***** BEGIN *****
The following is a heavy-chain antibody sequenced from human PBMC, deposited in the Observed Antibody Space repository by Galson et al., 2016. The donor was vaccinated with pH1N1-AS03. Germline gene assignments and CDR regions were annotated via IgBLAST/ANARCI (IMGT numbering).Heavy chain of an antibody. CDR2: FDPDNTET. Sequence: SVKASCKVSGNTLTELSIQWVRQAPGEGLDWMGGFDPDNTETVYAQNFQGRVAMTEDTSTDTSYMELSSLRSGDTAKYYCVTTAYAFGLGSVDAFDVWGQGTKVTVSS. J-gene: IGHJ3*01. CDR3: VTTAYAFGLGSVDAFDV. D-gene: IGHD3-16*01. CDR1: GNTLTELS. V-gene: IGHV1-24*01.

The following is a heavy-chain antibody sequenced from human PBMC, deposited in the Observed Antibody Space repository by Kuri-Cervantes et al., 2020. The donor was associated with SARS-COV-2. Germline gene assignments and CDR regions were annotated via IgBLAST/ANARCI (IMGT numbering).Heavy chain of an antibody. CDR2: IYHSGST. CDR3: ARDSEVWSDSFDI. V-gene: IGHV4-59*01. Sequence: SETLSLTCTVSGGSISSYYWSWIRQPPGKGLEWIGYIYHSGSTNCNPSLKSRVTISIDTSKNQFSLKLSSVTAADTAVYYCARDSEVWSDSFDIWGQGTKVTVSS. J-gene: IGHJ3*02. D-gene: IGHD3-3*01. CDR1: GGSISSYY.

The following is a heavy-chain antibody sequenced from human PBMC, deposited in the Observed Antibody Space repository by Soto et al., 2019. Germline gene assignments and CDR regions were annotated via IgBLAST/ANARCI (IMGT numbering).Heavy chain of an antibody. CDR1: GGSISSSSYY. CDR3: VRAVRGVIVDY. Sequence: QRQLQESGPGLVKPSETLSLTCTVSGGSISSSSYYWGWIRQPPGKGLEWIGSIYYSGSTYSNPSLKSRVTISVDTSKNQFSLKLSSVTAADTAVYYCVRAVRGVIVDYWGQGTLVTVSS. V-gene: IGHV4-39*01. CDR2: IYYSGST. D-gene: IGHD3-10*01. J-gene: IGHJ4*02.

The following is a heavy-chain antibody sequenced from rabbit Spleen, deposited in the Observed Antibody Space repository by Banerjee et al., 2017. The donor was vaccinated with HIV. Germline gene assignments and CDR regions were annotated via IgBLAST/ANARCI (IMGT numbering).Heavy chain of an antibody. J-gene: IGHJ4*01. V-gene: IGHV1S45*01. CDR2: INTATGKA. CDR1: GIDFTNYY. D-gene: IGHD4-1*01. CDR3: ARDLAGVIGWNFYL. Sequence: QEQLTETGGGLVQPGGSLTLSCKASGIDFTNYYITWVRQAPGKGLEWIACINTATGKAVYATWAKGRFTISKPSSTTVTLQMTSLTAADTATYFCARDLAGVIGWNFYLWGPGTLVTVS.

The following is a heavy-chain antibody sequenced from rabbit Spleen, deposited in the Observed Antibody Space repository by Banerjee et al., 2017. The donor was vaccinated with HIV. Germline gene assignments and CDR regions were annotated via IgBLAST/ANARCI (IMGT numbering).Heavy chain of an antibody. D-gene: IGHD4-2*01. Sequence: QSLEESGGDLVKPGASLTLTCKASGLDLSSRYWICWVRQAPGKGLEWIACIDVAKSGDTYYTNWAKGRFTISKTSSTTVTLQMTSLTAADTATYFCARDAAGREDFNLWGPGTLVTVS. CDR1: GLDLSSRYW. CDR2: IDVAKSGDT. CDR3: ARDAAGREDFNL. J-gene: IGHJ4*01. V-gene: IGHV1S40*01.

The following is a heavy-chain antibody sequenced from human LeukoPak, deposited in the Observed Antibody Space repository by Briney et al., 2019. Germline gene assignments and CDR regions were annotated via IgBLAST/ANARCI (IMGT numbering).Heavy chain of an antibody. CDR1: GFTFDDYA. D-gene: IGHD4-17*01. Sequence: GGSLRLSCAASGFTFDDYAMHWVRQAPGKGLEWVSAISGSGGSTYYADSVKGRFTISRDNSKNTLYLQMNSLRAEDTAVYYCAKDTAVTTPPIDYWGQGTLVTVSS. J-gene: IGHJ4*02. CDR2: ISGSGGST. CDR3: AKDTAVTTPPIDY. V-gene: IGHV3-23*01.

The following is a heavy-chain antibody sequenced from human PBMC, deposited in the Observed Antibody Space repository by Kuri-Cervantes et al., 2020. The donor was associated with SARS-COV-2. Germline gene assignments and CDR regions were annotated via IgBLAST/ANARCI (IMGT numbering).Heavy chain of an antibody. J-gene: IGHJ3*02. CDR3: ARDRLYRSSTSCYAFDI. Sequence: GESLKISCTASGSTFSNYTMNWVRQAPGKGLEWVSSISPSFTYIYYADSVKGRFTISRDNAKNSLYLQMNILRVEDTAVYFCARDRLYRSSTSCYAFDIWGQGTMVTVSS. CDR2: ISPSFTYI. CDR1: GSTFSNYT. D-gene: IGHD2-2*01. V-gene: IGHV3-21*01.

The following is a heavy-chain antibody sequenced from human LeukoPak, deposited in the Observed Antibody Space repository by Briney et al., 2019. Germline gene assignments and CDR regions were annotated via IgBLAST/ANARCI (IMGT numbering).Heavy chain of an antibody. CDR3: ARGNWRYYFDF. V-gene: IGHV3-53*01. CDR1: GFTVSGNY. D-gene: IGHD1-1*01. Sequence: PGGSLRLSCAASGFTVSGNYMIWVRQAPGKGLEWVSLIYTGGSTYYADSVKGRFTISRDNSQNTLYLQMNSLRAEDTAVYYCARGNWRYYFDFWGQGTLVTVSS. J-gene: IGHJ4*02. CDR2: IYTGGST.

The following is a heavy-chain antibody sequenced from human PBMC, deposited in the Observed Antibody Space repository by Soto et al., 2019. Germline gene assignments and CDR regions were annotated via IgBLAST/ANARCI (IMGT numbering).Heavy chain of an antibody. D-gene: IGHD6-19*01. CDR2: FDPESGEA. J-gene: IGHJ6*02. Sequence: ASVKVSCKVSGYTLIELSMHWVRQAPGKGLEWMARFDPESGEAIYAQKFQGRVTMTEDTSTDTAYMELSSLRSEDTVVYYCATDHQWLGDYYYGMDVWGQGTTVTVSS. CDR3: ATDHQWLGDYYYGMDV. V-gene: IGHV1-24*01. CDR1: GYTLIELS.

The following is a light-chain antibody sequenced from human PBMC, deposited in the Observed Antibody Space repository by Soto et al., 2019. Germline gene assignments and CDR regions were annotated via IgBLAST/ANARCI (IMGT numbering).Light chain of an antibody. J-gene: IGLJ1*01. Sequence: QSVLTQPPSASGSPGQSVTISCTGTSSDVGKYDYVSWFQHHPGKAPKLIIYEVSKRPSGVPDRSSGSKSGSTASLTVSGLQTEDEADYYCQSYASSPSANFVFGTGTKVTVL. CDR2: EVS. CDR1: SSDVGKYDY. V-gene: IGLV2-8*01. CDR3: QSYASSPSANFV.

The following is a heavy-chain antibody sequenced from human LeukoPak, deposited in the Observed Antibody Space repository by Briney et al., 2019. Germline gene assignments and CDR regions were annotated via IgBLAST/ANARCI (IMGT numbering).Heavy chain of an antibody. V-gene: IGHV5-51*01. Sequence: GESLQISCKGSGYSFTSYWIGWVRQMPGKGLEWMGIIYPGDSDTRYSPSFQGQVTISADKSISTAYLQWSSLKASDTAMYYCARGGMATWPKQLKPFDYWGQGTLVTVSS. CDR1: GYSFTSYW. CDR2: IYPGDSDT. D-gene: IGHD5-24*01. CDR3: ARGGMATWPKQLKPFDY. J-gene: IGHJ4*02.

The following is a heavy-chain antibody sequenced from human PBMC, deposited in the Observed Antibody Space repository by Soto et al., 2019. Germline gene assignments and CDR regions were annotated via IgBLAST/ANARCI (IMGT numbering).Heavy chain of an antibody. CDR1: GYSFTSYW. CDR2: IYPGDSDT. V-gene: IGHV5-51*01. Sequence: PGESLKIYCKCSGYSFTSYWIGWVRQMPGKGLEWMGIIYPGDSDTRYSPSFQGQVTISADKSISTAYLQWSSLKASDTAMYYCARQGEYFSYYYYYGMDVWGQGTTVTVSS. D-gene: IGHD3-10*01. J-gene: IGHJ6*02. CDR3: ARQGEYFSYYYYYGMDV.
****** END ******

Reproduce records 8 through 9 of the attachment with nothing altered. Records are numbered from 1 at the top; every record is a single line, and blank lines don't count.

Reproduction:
The following is a heavy-chain antibody sequenced from human LeukoPak, deposited in the Observed Antibody Space repository by Briney et al., 2019. Germline gene assignments and CDR regions were annotated via IgBLAST/ANARCI (IMGT numbering).Heavy chain of an antibody. CDR3: ARGNWRYYFDF. V-gene: IGHV3-53*01. CDR1: GFTVSGNY. D-gene: IGHD1-1*01. Sequence: PGGSLRLSCAASGFTVSGNYMIWVRQAPGKGLEWVSLIYTGGSTYYADSVKGRFTISRDNSQNTLYLQMNSLRAEDTAVYYCARGNWRYYFDFWGQGTLVTVSS. J-gene: IGHJ4*02. CDR2: IYTGGST.

The following is a heavy-chain antibody sequenced from human PBMC, deposited in the Observed Antibody Space repository by Soto et al., 2019. Germline gene assignments and CDR regions were annotated via IgBLAST/ANARCI (IMGT numbering).Heavy chain of an antibody. D-gene: IGHD6-19*01. CDR2: FDPESGEA. J-gene: IGHJ6*02. Sequence: ASVKVSCKVSGYTLIELSMHWVRQAPGKGLEWMARFDPESGEAIYAQKFQGRVTMTEDTSTDTAYMELSSLRSEDTVVYYCATDHQWLGDYYYGMDVWGQGTTVTVSS. CDR3: ATDHQWLGDYYYGMDV. V-gene: IGHV1-24*01. CDR1: GYTLIELS.